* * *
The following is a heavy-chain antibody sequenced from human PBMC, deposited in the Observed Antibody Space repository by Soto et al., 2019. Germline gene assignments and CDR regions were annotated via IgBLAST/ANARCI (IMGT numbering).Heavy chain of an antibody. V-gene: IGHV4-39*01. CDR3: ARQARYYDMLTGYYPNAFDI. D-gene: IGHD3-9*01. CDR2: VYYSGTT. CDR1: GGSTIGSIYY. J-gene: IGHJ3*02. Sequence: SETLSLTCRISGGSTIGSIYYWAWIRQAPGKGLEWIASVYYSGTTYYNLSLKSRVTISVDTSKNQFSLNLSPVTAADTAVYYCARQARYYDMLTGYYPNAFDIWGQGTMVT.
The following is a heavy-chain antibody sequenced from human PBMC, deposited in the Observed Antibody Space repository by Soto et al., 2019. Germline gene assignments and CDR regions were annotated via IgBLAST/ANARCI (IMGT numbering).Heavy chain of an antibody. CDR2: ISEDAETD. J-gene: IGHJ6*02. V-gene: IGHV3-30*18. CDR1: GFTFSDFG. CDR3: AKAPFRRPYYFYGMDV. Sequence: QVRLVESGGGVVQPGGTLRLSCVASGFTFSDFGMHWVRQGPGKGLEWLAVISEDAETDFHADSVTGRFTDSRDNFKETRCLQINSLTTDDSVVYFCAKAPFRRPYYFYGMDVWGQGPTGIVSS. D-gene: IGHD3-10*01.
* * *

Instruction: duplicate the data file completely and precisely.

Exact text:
The following is a heavy-chain antibody sequenced from human PBMC, deposited in the Observed Antibody Space repository by Soto et al., 2019. Germline gene assignments and CDR regions were annotated via IgBLAST/ANARCI (IMGT numbering).Heavy chain of an antibody. V-gene: IGHV4-39*01. CDR3: ARQARYYDMLTGYYPNAFDI. D-gene: IGHD3-9*01. CDR2: VYYSGTT. CDR1: GGSTIGSIYY. J-gene: IGHJ3*02. Sequence: SETLSLTCRISGGSTIGSIYYWAWIRQAPGKGLEWIASVYYSGTTYYNLSLKSRVTISVDTSKNQFSLNLSPVTAADTAVYYCARQARYYDMLTGYYPNAFDIWGQGTMVT.
The following is a heavy-chain antibody sequenced from human PBMC, deposited in the Observed Antibody Space repository by Soto et al., 2019. Germline gene assignments and CDR regions were annotated via IgBLAST/ANARCI (IMGT numbering).Heavy chain of an antibody. CDR2: ISEDAETD. J-gene: IGHJ6*02. V-gene: IGHV3-30*18. CDR1: GFTFSDFG. CDR3: AKAPFRRPYYFYGMDV. Sequence: QVRLVESGGGVVQPGGTLRLSCVASGFTFSDFGMHWVRQGPGKGLEWLAVISEDAETDFHADSVTGRFTDSRDNFKETRCLQINSLTTDDSVVYFCAKAPFRRPYYFYGMDVWGQGPTGIVSS. D-gene: IGHD3-10*01.